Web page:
Editor's note: The album cover art on this page contains nudity.

When you're filling out your Oscar pool, there are always a few boxes everyone checks. Maybe it's a performance that's swept every other awards show, or maybe it's a movie that seems to have every possible metric on its side. But when you check that box, you know you're virtually guaranteed to get at least one right.

Our picks for the best albums out this week include an epic treatise on Americanism from Gary Clark Jr., the delicate and beautiful sounds of Julia Jacklin, Atlanta rapper Gunna, a gorgeous study in the healing powers of restraint from Lowland Hum, and more. Host Robin Hilton is joined by NPR Music's Rodney Carmichael and Stephen Thompson as they share their top picks for Feb. 22.

Featured Albums

  • Gary Clark Jr., This Land
    Featured Song: "Gotta Get Into Something"

We made it, everyone! This year's Grammy Awards telecast rolled past the three-and-a-half-hour mark with its share of controversies, but also served up a string of satisfying winners, memorable performances and a GIF sure to endure until roughly the moment life on earth is extinguished. Here are 10 takeaways from 2019's overstuffed and idiosyncratic Grammy Awards.

Whatever you think of the Grammy Awards, they do provide an intriguing snapshot of how the music industry wishes to see itself — particularly in terms of its chosen standard-bearers. In one three-and-a-half-hour flurry of awards and performances, you'll get a cross-genre infomercial and, if you curate your Twitter feed right, an evening-long feast of social-media jokes and commentary.

On this sprint through the week's best new albums, host Robin Hilton is joined by NPR Music's Lyndsey McKenna and Stephen Thompson for a whole lot of guitar rock, with a little bit of melancholy, acoustic beauty on the side. This includes Spielbergs, a group from Oslo, Norway, that makes its US debut with a fantastic squeal of feedback on This is Not the End; the L.A. quartet Cherry Glazerr, which just dropped its most emotionally potent and fully formed album ever; Girlpool, Le Butcherettes, the beautifully transporting songs of Tiny Ruins and more.

YouTube

New Order, one of the most influential U.K. bands of the 20th century, formed in the long shadow of Joy Division, which disbanded following the 1980 death of singer Ian Curtis.

On this week's program, host Robin Hilton is joined by NPR Music's Rodney Carmichael, Sidney Maden and Stephen Thompson to talk about the must-hear albums out on Jan. 25. This includes hard-driving riff rock with a healthy sense of humor from FIDLAR and Mike Krol, the Compton rapper Boogie, woozy synth-pop from The Dandy Warhols, the shape-shifting sounds of New Orleans singer DAWN and more.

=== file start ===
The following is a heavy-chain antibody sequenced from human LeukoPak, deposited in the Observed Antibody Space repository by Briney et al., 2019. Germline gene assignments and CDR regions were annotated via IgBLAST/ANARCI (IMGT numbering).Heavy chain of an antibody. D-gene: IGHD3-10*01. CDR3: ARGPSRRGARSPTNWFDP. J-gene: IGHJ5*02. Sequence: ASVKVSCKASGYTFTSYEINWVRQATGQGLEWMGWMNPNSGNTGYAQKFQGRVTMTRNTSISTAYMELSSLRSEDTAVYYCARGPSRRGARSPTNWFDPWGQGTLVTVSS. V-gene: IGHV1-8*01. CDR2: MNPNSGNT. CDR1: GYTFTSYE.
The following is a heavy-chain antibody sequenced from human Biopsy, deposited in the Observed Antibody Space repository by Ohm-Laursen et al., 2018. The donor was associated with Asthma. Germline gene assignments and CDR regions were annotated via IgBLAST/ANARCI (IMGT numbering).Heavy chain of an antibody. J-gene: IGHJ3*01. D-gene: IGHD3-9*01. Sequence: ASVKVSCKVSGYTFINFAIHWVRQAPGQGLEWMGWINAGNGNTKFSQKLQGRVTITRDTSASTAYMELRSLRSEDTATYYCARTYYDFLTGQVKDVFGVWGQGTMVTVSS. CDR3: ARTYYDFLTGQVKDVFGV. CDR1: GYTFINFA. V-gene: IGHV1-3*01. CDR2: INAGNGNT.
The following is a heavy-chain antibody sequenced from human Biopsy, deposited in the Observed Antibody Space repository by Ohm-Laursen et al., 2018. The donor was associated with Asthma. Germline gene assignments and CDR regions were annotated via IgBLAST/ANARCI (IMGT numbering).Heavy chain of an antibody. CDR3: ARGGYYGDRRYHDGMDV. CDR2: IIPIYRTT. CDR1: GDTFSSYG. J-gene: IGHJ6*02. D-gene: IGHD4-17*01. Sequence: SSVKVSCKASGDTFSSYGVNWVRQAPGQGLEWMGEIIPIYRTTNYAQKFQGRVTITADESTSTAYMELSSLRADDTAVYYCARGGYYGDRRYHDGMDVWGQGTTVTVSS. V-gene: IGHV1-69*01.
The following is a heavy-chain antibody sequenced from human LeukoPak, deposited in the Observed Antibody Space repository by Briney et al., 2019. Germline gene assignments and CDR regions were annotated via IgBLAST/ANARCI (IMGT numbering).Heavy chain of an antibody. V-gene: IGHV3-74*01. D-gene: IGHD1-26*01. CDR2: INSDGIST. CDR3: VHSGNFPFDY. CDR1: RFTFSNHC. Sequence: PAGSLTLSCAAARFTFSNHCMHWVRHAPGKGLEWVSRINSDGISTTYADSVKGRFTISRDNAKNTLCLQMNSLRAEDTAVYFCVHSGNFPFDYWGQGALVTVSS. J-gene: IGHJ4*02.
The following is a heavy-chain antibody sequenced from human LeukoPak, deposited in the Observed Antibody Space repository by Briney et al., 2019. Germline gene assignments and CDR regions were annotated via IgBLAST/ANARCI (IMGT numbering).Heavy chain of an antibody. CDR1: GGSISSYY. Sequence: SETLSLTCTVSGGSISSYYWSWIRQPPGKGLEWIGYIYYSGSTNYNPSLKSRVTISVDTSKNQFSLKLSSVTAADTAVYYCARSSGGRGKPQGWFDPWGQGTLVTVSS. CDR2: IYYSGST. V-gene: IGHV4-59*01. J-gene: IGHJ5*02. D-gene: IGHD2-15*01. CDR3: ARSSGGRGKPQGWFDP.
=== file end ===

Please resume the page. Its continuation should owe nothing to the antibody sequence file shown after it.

Featured Albums:

  1. FIDLAR: Almost Free
    Featured Song: "Can't You See"

Every year around this time, members of the All Songs Considered team — including Bob Boilen, Robin Hilton and me — each dredge through nearly 2,000 MP3s by bands playing the SXSW Music Festival in Austin, Texas, in search of great new discoveries. And every year, we wind up missing something. In pursuit of music by thousands of acts, hundreds slip past our radar altogether.

Note: NPR's First Listen audio comes down after the album is released. However, you can still listen with the Spotify and Apple Music playlists at the bottom of the page.

Welcome to a brand-new season of New Music Friday! After a few quiet weeks, the flood gates are opening and we've got a whole bunch of essential albums dropping on Jan. 18 to tell you about. This includes the smart, sparkling pop of singer Maggie Rogers, swooning love songs from James Blake, deep introspection from Pedro The Lion's first new album in 15 years, pure joy from Toro y Moi and much more. Host Robin Hilton is joined by NPR Music's Stephen Thompson for this quick sprint through the essential releases for Jan. 18, the first busy drop date for the new year.

It appears to be required by law that every indie-rock band of the '90s must reunite at some point. So we might as well see the return of a great one, right?

James Blake is about to release his first album since 2016's The Colour in Anything, but the star singer and producer has kept a high profile in the intervening years. He's popped up all over the place, including in several collaborations with Kendrick Lamar, and released a single called "Don't Miss It" last summer.

Well, kids, it's been another year of holograms, headlines and big human messes here in Orbit City. At least music brought us together again and again in 2018, whether in the crowd to see Mitski, Janelle Monáe or Brandi Carlile, or surrounded by strangers in bed at Max Richter's SLEEP concert. This Year in Review edition of All Songs Considered is built like a little time machine to move us chronologically through 2018.

Pages